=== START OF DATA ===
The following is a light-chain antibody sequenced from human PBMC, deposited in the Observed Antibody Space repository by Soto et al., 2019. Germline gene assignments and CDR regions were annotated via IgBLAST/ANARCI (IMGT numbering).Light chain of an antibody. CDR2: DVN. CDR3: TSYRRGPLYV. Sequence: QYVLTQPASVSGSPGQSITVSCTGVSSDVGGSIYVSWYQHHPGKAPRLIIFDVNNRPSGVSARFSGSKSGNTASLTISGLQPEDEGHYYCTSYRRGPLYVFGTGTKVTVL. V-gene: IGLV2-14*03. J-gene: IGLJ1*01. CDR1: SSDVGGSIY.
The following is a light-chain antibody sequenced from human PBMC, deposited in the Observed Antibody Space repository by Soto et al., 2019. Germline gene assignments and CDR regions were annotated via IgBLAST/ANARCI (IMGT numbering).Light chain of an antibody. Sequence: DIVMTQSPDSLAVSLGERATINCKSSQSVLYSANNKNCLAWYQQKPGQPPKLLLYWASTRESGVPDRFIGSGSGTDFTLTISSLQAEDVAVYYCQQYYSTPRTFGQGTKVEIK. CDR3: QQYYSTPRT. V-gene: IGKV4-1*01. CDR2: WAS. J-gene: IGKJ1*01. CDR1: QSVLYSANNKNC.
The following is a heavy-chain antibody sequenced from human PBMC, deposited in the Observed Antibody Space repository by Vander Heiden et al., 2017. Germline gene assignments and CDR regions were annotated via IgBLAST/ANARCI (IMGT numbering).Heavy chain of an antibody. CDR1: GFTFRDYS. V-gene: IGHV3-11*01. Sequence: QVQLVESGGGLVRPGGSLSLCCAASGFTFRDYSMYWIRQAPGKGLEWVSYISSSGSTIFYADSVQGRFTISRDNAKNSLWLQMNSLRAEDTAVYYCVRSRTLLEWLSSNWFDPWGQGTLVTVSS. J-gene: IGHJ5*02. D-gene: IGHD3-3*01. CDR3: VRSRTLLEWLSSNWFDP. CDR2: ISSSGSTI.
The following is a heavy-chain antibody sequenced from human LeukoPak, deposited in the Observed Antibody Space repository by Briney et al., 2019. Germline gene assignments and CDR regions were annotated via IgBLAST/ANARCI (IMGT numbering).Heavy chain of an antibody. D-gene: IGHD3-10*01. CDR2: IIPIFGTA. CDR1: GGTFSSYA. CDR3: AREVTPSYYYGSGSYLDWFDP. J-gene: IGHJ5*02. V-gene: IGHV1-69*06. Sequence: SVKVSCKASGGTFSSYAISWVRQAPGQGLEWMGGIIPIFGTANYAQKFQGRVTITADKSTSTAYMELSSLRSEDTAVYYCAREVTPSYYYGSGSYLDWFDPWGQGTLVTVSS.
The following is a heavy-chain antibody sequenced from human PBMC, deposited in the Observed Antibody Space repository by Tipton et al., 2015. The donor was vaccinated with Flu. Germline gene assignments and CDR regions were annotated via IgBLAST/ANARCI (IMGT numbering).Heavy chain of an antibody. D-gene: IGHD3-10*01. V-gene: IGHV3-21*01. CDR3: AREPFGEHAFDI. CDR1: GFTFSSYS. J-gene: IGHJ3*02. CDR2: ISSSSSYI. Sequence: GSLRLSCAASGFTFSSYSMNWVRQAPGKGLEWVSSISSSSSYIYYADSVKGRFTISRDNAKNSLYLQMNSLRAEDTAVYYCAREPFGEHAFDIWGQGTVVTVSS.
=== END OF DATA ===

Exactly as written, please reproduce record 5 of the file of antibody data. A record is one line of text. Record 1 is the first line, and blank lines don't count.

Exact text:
The following is a heavy-chain antibody sequenced from human PBMC, deposited in the Observed Antibody Space repository by Tipton et al., 2015. The donor was vaccinated with Flu. Germline gene assignments and CDR regions were annotated via IgBLAST/ANARCI (IMGT numbering).Heavy chain of an antibody. D-gene: IGHD3-10*01. V-gene: IGHV3-21*01. CDR3: AREPFGEHAFDI. CDR1: GFTFSSYS. J-gene: IGHJ3*02. CDR2: ISSSSSYI. Sequence: GSLRLSCAASGFTFSSYSMNWVRQAPGKGLEWVSSISSSSSYIYYADSVKGRFTISRDNAKNSLYLQMNSLRAEDTAVYYCAREPFGEHAFDIWGQGTVVTVSS.